Victory for Citroen-Michelin's Sebastien Loeb this weekend in Sanremo not only gives the Frenchman his third win of the season, it also promotes him to second place in the provisional World Championship standings, just two points behind series leader Richard Burns.

With two of the three remaining events also organised on asphalt, Loeb's chances of taking the title have taken a serious boost and today's result sees Citroen edge marginally clear of Peugeot in the Manufacturers stakes too.

Gilles Panizzi joined his fellow Frenchman on the podium in second, along with Markko Martin, while the Italian round enabled Michelin to add a further win to its five-year unbeaten run on sealed surfaces. Only two of the 78 points up for grabs (39 Drivers, 39 Manufacturers) escaped the French firm's partners at the finish!

Just two years after springing to international acclaim with a second place on the 2001 Sanremo Rally, Sebastien Loeb provided further evidence that he, the Citroen Xsara WRC and Michelin tyres are the combination to beat at the moment on asphalt.

Following his wins already this year in Monte Carlo and Germany, the Frenchman lost no time carving out an enviable lead for himself on the opening day in Sanremo, and then controlled comfortably from in front to take the champagne. 'Comfortably', that is, until the ultimate loop of stages, when a surprise downpour in the mountains high above the Italian Riviera suddenly threatened to turn the weekend's established pecking order on its head.

The storm broke just as cars were leaving service for the last two stages, with positions seemingly set in concrete; Loeb's lead appeared safe, and nothing looked like preventing Markko Martin and Marcus Gronholm from joining him on the podium. But as the amount of rain actually falling on the stages became apparent, the significance of who had chosen which type of tyre gradually hit home: for all the WRC runners had chosen 'dry weather' rubber... except one, Gilles Panizzi. The Peugeot-Michelin driver lives in France, but just across the border from the Italian casino resort. So it was perhaps superior local knowledge that inspired him to fit Michelin wet weather tyres for what turned out to be a nightmare run for his rivals.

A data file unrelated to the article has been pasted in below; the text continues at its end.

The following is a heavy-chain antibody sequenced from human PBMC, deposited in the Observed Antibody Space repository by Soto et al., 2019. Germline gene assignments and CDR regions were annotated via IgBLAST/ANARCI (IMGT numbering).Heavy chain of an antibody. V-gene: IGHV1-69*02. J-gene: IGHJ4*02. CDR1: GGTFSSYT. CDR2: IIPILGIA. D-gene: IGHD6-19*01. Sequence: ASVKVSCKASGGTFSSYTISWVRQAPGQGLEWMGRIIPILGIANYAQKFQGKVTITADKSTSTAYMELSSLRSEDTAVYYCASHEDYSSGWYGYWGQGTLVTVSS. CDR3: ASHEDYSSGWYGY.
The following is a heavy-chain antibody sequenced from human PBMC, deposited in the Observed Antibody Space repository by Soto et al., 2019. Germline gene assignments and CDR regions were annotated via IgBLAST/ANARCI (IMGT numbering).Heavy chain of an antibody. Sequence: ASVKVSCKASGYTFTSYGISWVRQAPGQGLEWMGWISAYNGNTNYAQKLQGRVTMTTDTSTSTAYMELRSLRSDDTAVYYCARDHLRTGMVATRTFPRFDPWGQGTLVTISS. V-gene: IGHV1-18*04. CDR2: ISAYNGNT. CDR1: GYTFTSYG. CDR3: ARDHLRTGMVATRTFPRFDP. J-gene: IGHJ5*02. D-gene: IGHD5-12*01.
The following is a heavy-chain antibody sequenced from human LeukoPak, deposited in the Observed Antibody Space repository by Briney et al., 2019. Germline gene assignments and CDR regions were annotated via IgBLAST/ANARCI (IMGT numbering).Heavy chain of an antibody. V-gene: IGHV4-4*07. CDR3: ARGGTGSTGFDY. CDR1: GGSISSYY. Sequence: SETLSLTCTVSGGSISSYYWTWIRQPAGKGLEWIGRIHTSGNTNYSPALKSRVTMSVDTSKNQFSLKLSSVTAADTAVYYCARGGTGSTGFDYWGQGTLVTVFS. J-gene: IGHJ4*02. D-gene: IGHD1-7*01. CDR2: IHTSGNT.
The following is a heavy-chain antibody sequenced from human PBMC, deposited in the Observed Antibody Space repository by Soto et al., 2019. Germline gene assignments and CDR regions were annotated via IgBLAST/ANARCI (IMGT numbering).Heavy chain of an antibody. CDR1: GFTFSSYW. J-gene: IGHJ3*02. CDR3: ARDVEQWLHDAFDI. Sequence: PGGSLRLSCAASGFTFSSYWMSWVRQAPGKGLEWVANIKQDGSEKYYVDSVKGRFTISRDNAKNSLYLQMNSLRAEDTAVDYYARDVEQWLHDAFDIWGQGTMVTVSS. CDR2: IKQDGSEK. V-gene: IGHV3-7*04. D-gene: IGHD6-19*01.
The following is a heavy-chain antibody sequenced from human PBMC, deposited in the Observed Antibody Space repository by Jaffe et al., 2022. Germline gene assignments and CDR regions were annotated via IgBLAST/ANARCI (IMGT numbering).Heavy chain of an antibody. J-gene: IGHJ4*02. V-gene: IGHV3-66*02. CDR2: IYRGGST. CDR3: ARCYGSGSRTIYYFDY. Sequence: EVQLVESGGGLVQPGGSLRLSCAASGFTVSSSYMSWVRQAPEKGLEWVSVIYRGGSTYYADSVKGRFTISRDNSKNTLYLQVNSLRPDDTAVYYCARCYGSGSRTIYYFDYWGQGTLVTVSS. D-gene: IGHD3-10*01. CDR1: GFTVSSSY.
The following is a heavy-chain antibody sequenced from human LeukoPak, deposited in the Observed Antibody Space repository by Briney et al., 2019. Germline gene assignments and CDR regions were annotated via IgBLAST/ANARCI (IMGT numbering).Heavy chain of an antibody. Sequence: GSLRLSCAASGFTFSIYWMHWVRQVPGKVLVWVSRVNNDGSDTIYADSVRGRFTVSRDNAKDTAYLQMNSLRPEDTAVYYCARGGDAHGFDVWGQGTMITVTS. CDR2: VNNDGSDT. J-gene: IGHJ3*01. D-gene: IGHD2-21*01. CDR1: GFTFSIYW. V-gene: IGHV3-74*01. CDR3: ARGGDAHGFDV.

As the others struggled, Panizzi revelled in the water as he sliced his way from fifth to second overall. But his deficit compared with Loeb prior to the loop was just too much for him to succeed in toppling the Xsara driver from number one spot, despite the pressure the latter admitted to feeling over those final nerve-racking kilometres.

Surprisingly, the awesome conditions produced just one victim, Marcus Gronholm, who understeered into a wall, terminally damaging the front-left wheel of his 206 WRC. But Markko Martin, one of the stars of the weekend, and fastest on half the fourteen stages, survived the ordeal to take the bronze medal and make it three different manufacturers - all Michelin partners - on the final podium.

Fourth place for Carlos Sainz saw Citroen-Michelin's resident Spaniard collect extra points in his bid to stay in the running for the title, while Francois Duval will be encouraged by his result, one place ahead of Colin McRae.

But perhaps Richard Burns was the most relieved driver at the finish, having spent the entire rally trying to understand why he hadn't seemed capable of putting one foot in front of the other. Ninth overall before the final stage, he faced the prospect of being joined at the top of the table by Loeb. However, the incidents of that dramatic last stage enabled him to take the chequered flag in seventh place to pick up two very welcome championship points indeed... and who knows how important they may prove to be in the final reckoning!

 

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